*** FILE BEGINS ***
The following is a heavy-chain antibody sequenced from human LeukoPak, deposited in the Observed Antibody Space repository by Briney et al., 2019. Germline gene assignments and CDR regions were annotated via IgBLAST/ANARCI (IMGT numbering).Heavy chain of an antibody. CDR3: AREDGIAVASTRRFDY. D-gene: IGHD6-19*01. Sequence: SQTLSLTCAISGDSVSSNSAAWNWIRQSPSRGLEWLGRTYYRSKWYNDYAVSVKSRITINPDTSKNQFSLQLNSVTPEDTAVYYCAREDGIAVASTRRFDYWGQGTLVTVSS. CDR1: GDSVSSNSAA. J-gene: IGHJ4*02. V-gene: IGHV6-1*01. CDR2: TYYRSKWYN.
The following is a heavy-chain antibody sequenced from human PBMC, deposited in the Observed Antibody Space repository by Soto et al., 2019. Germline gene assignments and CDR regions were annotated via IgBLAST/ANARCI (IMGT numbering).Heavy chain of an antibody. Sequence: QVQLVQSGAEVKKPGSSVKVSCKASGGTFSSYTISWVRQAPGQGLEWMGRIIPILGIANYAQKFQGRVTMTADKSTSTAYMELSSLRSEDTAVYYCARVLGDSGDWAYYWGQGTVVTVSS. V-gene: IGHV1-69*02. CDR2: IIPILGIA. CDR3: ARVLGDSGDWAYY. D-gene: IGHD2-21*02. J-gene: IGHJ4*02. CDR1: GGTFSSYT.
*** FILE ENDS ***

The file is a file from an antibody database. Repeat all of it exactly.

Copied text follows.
The following is a heavy-chain antibody sequenced from human LeukoPak, deposited in the Observed Antibody Space repository by Briney et al., 2019. Germline gene assignments and CDR regions were annotated via IgBLAST/ANARCI (IMGT numbering).Heavy chain of an antibody. CDR3: AREDGIAVASTRRFDY. D-gene: IGHD6-19*01. Sequence: SQTLSLTCAISGDSVSSNSAAWNWIRQSPSRGLEWLGRTYYRSKWYNDYAVSVKSRITINPDTSKNQFSLQLNSVTPEDTAVYYCAREDGIAVASTRRFDYWGQGTLVTVSS. CDR1: GDSVSSNSAA. J-gene: IGHJ4*02. V-gene: IGHV6-1*01. CDR2: TYYRSKWYN.
The following is a heavy-chain antibody sequenced from human PBMC, deposited in the Observed Antibody Space repository by Soto et al., 2019. Germline gene assignments and CDR regions were annotated via IgBLAST/ANARCI (IMGT numbering).Heavy chain of an antibody. Sequence: QVQLVQSGAEVKKPGSSVKVSCKASGGTFSSYTISWVRQAPGQGLEWMGRIIPILGIANYAQKFQGRVTMTADKSTSTAYMELSSLRSEDTAVYYCARVLGDSGDWAYYWGQGTVVTVSS. V-gene: IGHV1-69*02. CDR2: IIPILGIA. CDR3: ARVLGDSGDWAYY. D-gene: IGHD2-21*02. J-gene: IGHJ4*02. CDR1: GGTFSSYT.